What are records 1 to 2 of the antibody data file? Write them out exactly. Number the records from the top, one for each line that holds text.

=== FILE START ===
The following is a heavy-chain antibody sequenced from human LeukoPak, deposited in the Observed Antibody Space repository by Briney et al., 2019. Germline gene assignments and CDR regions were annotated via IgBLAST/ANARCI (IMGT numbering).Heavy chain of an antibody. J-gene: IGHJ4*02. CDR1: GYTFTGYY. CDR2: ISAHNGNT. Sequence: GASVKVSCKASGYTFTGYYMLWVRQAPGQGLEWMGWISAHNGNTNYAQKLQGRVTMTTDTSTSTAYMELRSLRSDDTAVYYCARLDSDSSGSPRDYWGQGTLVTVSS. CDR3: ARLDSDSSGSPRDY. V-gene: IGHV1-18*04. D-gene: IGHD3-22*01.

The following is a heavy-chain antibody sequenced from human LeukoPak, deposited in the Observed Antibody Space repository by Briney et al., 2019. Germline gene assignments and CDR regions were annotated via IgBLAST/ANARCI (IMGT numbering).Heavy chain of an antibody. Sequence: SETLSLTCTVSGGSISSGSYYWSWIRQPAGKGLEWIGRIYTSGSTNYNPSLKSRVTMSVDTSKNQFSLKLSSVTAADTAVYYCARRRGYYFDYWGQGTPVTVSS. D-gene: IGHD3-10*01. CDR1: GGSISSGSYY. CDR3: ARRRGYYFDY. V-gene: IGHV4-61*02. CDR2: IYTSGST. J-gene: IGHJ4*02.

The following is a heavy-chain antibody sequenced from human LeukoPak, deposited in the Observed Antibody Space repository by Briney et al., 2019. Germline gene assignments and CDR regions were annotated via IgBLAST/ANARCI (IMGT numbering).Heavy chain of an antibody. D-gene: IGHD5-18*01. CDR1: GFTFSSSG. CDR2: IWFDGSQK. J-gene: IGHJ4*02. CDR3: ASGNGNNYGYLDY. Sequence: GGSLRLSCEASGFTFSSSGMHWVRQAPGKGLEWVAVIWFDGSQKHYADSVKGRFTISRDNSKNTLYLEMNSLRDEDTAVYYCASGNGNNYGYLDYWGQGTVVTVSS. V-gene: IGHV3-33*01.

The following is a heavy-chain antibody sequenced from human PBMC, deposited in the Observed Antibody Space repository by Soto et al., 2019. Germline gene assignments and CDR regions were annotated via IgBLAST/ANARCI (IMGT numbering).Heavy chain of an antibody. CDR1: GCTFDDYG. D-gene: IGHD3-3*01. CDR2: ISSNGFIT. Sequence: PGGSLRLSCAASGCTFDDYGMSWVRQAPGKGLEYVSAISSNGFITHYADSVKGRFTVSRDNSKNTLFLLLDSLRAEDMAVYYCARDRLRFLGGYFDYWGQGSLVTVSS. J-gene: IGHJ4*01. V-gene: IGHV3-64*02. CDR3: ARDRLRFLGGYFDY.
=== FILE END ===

The following is a heavy-chain antibody sequenced from human LeukoPak, deposited in the Observed Antibody Space repository by Briney et al., 2019. Germline gene assignments and CDR regions were annotated via IgBLAST/ANARCI (IMGT numbering).Heavy chain of an antibody. J-gene: IGHJ4*02. CDR1: GYTFTGYY. CDR2: ISAHNGNT. Sequence: GASVKVSCKASGYTFTGYYMLWVRQAPGQGLEWMGWISAHNGNTNYAQKLQGRVTMTTDTSTSTAYMELRSLRSDDTAVYYCARLDSDSSGSPRDYWGQGTLVTVSS. CDR3: ARLDSDSSGSPRDY. V-gene: IGHV1-18*04. D-gene: IGHD3-22*01.

The following is a heavy-chain antibody sequenced from human LeukoPak, deposited in the Observed Antibody Space repository by Briney et al., 2019. Germline gene assignments and CDR regions were annotated via IgBLAST/ANARCI (IMGT numbering).Heavy chain of an antibody. Sequence: SETLSLTCTVSGGSISSGSYYWSWIRQPAGKGLEWIGRIYTSGSTNYNPSLKSRVTMSVDTSKNQFSLKLSSVTAADTAVYYCARRRGYYFDYWGQGTPVTVSS. D-gene: IGHD3-10*01. CDR1: GGSISSGSYY. CDR3: ARRRGYYFDY. V-gene: IGHV4-61*02. CDR2: IYTSGST. J-gene: IGHJ4*02.